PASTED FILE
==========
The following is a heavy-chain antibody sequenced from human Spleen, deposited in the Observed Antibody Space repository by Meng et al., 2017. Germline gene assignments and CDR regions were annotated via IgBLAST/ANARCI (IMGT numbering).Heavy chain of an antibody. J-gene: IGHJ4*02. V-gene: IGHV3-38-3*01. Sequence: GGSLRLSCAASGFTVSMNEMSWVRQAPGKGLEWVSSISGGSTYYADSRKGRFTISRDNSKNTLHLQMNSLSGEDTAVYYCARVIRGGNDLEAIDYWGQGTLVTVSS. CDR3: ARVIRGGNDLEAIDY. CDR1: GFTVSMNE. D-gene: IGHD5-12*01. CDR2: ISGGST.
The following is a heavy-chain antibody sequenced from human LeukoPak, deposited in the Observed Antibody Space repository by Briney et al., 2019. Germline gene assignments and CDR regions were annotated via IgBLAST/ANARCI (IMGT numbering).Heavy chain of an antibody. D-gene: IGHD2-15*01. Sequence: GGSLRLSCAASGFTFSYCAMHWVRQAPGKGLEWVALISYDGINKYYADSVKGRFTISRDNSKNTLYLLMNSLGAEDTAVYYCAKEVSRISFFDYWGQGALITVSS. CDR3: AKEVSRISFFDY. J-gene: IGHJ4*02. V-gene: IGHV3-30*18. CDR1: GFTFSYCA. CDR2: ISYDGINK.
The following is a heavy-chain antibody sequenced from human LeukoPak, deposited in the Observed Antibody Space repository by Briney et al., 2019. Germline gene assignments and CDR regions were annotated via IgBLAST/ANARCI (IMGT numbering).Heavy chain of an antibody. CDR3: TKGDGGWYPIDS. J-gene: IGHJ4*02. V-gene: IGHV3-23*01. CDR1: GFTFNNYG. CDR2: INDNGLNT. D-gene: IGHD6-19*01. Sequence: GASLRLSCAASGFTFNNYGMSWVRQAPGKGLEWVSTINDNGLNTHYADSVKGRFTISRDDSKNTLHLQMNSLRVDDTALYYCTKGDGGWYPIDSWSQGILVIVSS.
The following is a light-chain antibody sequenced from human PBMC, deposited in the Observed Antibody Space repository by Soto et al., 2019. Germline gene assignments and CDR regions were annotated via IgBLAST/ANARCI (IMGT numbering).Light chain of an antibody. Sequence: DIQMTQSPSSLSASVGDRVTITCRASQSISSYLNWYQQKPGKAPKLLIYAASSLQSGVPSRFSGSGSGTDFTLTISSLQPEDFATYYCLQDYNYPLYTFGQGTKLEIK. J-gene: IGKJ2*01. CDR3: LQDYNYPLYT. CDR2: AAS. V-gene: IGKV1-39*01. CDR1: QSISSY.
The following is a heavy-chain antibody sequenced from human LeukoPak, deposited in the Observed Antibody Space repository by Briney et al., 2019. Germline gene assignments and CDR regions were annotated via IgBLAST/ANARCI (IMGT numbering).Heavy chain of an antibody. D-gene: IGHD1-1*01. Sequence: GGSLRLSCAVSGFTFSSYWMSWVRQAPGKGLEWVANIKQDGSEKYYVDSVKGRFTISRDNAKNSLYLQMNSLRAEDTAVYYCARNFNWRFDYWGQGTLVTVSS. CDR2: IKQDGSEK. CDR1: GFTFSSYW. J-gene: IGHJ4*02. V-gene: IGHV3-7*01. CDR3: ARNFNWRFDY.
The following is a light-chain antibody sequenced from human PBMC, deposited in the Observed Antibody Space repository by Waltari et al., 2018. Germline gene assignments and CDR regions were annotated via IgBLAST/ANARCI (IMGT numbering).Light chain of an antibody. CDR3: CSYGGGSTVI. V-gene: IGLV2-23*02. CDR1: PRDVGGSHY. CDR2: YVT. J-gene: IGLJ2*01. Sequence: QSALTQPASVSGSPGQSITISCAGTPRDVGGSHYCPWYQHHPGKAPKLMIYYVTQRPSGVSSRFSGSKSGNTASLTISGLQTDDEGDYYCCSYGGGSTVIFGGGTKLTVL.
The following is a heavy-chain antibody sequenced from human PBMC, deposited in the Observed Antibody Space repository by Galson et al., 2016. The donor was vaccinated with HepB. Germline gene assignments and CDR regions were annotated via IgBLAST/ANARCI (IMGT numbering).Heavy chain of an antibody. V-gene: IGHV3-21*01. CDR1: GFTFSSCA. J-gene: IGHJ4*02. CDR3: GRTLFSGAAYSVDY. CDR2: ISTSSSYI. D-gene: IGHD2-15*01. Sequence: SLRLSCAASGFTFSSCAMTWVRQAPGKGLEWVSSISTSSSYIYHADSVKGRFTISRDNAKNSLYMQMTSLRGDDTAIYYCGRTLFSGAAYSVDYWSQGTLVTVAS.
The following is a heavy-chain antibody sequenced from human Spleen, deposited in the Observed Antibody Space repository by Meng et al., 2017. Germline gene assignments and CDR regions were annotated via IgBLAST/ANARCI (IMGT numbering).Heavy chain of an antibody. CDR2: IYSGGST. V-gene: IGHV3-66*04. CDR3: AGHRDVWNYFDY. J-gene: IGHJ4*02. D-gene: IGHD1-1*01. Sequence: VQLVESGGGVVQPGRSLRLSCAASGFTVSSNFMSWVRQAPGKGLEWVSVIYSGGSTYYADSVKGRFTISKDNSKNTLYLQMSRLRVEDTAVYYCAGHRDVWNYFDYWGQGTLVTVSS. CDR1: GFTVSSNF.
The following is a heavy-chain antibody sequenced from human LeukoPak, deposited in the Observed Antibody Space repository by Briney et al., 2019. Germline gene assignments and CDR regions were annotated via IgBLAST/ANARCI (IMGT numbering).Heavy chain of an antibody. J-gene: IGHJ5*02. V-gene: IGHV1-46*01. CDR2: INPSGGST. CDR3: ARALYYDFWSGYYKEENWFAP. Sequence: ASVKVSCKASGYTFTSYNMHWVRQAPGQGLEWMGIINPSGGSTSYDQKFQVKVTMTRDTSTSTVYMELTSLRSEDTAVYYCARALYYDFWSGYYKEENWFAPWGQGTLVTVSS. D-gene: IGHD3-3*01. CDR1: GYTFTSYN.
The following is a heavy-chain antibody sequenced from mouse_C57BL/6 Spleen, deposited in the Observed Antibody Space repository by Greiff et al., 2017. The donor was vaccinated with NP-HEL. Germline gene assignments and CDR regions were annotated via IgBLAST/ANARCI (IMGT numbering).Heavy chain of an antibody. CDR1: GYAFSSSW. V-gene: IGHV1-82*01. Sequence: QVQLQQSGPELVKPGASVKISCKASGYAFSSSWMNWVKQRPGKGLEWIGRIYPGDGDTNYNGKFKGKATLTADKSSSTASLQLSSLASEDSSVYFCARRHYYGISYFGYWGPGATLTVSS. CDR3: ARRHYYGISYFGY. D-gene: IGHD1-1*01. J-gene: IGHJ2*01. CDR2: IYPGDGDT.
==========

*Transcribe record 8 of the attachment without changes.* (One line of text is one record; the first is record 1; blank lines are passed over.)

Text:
The following is a heavy-chain antibody sequenced from human Spleen, deposited in the Observed Antibody Space repository by Meng et al., 2017. Germline gene assignments and CDR regions were annotated via IgBLAST/ANARCI (IMGT numbering).Heavy chain of an antibody. CDR2: IYSGGST. V-gene: IGHV3-66*04. CDR3: AGHRDVWNYFDY. J-gene: IGHJ4*02. D-gene: IGHD1-1*01. Sequence: VQLVESGGGVVQPGRSLRLSCAASGFTVSSNFMSWVRQAPGKGLEWVSVIYSGGSTYYADSVKGRFTISKDNSKNTLYLQMSRLRVEDTAVYYCAGHRDVWNYFDYWGQGTLVTVSS. CDR1: GFTVSSNF.